Archive for the ‘Wikis’ Category

peanutbutterandjellyWelcome to a post by my very first guest blogger — Diana Booth! Diana is one of my colleagues and she recently gave a really interesting  presentation on wikis at the Illinois TESOL/BE conference. I thought you would enjoy seeing one of the examples of how she uses wikis with her students. In case you are wondering, the sandwich to the left is a reference to pbwiki (peanut butter wiki). This is the wiki farm that Diana uses and she filled me in on the peanut butter part — very cute.

Now here’s Diana:

This wiki was used to help students practice new vocabulary. They were studying some of the Academic Word List words, and in addition to in-class practice activities, they had to find native speakers and ask them to use the vocabulary words in simple sentences. The idea was for the students to hear the words used in the most natural contexts.  Also, to have a reason to approach native speakers (and possibly make friends) and to have fun :). Since there were students who did not feel comfortable using computers and since I couldn’t provide my students with native speakers (in case they didn’t have any American friends or colleagues), this activity was done for extra credit. The students who participated enjoyed it very much. Our class ended late at night, and many times by the end of the very next day, new sentences had already been added. I had 3-4 “regular writers.” This wiki also provided a good opportunity for self-reflection. When students realized how many words they had learned, it made them feel better about themselves and about the class as well.  If you would like to see this wiki, please go to Wiki to Work on Vocabulary. To see the front page of the wiki go to Diana Booth’s Wiki.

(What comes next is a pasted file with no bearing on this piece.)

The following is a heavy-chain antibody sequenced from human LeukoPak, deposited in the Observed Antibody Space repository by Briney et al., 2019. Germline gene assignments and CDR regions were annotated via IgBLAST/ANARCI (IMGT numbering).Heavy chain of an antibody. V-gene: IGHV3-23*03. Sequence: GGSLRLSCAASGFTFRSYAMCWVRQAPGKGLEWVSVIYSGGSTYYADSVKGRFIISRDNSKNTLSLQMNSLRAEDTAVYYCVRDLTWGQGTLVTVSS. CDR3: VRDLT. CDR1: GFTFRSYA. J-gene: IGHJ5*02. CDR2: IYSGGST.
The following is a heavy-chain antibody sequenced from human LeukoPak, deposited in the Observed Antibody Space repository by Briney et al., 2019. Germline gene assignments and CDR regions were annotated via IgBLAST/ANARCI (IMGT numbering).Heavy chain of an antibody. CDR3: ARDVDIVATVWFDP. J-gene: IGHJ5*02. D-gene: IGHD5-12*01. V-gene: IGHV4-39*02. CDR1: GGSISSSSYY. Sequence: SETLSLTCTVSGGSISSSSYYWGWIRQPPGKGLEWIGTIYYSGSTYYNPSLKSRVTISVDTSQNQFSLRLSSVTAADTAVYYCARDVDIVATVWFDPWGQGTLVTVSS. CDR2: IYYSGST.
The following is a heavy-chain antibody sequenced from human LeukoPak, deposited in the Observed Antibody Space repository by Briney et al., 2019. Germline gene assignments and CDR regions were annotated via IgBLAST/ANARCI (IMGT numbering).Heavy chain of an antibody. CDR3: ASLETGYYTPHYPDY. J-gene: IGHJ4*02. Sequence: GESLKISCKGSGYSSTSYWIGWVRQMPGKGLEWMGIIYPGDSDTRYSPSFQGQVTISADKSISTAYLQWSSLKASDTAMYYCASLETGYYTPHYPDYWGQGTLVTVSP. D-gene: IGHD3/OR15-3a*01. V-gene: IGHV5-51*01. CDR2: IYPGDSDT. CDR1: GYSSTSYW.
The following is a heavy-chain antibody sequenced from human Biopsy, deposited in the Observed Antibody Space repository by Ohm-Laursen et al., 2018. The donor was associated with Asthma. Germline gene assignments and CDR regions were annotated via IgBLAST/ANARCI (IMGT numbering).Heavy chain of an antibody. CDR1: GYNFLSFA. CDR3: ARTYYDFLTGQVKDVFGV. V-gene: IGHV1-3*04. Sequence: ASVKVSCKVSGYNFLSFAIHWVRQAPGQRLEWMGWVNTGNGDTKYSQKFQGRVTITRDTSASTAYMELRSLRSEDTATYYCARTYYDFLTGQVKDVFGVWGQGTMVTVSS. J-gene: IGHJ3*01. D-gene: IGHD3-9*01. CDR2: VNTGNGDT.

Source for the Photo:

Cornet, Renee. PBJ. Downloaded on February 26, 2009 from http://commons.wikimedia.org/wiki/File:PBJ.jpg.


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Like blogs, wikis are Web 2.0 tools that have tremendous educational potential. A blog usually has one main person who posts and other people become involved in the blog by making comments.  A wiki, on the other hand, is usually a collaborative piece. The participants in a wiki usually have equal access to the site and as a result, they have equal opportunities to get involved in its creation. Wikis are great when students work on group projects. They are not, however,  limited to collaborative work. Because the history of a wiki can be viewed,  they allow instructors to monitor the changes students make and when they make them. This could be useful for reviewing how an individual student moves through the writing process. If you would like to learn more about wikis and how they can be used with students, please see a presentation that I made on this topic: Wikis.

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